in both cases, the guess is currently made by assuming that the low bit depends on the high bit, so it copies the bit, which while naive, seems to be better than just leaving it as 0.

the other option is preserving these bits, but the quality gain is not particularly noticeable vs the image size increase.


*: note, 1C and 2C are different formats. 1C uses an RPZA-based format (RPZA + Deflate + more features), whereas 2C is loosely JPEG-based (and does RGBA mostly by encoding 4-component YUVA images).

1C is primarily focused on decoding to DXTn. it is effectively LDR only (HDR is theoretically possible, but the size and quality from some tests is "teh suck"). while decoding to DXTn it is drastically faster than most other options.

2C is mostly intended for intermediate video and HDR (it can do HDR mostly by encoding images filled with 16-bit half-floats, and/or using one of several fixed-point formats). speed and perceptual size/quality are a little worse than XviD or Theora, but the image quality is much higher at higher bitrates (ex: 30-70 Mbps).

decode speeds are "similar" to those of XviD (both are fast enough to do 1080p30, but 2C can do 1080p30 with HFloat+Alpha). generally, it is ~80 Mpix/sec vs ~105 Mpix/sec.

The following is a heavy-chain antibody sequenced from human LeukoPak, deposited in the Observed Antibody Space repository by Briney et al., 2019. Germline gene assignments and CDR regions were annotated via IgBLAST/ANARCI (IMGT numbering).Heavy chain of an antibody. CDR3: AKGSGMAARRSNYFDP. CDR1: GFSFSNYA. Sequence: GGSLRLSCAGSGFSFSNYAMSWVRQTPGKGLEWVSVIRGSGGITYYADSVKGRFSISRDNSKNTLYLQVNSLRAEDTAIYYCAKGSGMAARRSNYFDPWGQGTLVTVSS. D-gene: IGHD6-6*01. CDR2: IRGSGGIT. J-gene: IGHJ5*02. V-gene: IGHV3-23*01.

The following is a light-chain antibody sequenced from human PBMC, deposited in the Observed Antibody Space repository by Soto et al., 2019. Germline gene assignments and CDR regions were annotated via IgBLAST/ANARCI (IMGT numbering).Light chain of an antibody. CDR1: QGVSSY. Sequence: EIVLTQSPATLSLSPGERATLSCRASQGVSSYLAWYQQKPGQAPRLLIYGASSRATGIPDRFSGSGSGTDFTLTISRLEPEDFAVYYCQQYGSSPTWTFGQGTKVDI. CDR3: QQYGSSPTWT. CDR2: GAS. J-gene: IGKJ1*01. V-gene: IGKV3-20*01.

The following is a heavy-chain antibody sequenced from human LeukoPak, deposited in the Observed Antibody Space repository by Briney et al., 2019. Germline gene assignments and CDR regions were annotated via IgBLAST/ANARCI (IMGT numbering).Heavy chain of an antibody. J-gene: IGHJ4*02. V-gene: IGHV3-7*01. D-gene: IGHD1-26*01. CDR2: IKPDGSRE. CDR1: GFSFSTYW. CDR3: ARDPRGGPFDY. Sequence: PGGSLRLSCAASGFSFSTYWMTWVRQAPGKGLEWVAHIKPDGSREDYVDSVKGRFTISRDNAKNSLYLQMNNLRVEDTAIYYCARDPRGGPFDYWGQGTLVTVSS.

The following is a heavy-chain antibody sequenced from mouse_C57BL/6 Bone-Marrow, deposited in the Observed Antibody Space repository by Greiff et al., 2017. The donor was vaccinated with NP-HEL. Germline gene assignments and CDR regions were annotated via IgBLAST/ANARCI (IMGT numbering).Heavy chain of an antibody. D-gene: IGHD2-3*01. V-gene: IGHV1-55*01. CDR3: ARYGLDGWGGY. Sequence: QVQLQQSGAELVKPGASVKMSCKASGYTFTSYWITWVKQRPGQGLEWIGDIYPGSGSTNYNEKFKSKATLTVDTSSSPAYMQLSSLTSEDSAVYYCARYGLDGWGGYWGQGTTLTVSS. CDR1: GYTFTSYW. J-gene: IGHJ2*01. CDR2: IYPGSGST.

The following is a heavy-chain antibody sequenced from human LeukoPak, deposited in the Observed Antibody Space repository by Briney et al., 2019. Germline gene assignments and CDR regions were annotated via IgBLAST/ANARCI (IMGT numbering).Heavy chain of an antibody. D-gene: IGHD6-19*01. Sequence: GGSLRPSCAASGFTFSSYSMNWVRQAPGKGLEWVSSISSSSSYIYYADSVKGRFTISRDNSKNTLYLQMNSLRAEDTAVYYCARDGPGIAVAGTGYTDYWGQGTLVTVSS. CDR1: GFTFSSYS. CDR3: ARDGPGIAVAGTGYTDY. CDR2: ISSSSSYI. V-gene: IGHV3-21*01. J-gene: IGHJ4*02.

if XviD were used at 2x resolution to do alpha, this would likely cut the effective speed to around 53 Mpix/sec.
similar applies to Theora.

note: BTJPEG is around 90 Mpix/sec for raw RGB images, and around 60 for RGB+Alpha, for similar reasons.

this leaves the advantage of XviD and Theora mostly in terms of better image quality at lower bitrates (IOW: not throwing 30+ Mbps at the problem...).

1
Sign in to follow this  
Followers 0


1 Comment


Create an account or sign in to comment

You need to be a member in order to leave a comment

Create an account

Sign up for a new account in our community. It's easy!


Register a new account

Sign in

Already have an account? Sign in here.


Sign In Now